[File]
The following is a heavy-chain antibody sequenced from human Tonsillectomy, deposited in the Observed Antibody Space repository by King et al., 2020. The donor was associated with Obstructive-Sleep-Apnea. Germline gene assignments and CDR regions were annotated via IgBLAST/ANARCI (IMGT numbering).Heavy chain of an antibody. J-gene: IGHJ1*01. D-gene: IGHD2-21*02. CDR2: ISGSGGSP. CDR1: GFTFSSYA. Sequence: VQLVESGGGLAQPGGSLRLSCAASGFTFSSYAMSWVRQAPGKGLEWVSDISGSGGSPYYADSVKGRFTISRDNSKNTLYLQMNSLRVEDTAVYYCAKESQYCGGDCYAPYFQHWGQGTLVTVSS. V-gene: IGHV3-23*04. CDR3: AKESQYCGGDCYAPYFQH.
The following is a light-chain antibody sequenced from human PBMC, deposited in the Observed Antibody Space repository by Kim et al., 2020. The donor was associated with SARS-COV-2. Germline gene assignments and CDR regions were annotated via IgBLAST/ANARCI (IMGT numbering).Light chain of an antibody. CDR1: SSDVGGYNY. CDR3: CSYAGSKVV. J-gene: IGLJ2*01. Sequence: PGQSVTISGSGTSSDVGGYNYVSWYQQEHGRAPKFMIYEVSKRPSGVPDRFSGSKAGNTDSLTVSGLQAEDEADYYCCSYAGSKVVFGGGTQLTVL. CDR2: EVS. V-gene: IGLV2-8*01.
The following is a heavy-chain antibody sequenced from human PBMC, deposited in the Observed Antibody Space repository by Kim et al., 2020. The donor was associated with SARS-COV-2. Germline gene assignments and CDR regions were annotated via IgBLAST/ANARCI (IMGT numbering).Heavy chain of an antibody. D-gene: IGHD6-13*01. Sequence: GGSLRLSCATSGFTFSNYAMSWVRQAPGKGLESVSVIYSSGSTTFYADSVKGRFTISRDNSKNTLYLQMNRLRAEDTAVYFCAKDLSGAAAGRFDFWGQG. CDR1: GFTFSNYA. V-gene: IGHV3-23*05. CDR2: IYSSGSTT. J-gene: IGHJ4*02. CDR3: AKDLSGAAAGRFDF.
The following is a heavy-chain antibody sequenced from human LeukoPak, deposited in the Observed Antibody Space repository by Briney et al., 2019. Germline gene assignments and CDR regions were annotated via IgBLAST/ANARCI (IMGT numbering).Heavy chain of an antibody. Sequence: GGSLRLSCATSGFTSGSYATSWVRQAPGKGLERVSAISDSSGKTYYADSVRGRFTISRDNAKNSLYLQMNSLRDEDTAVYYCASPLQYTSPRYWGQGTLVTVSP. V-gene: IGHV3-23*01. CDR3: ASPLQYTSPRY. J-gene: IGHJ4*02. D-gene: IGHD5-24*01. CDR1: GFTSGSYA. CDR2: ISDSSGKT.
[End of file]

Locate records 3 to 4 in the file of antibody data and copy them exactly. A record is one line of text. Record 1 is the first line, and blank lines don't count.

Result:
The following is a heavy-chain antibody sequenced from human PBMC, deposited in the Observed Antibody Space repository by Kim et al., 2020. The donor was associated with SARS-COV-2. Germline gene assignments and CDR regions were annotated via IgBLAST/ANARCI (IMGT numbering).Heavy chain of an antibody. D-gene: IGHD6-13*01. Sequence: GGSLRLSCATSGFTFSNYAMSWVRQAPGKGLESVSVIYSSGSTTFYADSVKGRFTISRDNSKNTLYLQMNRLRAEDTAVYFCAKDLSGAAAGRFDFWGQG. CDR1: GFTFSNYA. V-gene: IGHV3-23*05. CDR2: IYSSGSTT. J-gene: IGHJ4*02. CDR3: AKDLSGAAAGRFDF.
The following is a heavy-chain antibody sequenced from human LeukoPak, deposited in the Observed Antibody Space repository by Briney et al., 2019. Germline gene assignments and CDR regions were annotated via IgBLAST/ANARCI (IMGT numbering).Heavy chain of an antibody. Sequence: GGSLRLSCATSGFTSGSYATSWVRQAPGKGLERVSAISDSSGKTYYADSVRGRFTISRDNAKNSLYLQMNSLRDEDTAVYYCASPLQYTSPRYWGQGTLVTVSP. V-gene: IGHV3-23*01. CDR3: ASPLQYTSPRY. J-gene: IGHJ4*02. D-gene: IGHD5-24*01. CDR1: GFTSGSYA. CDR2: ISDSSGKT.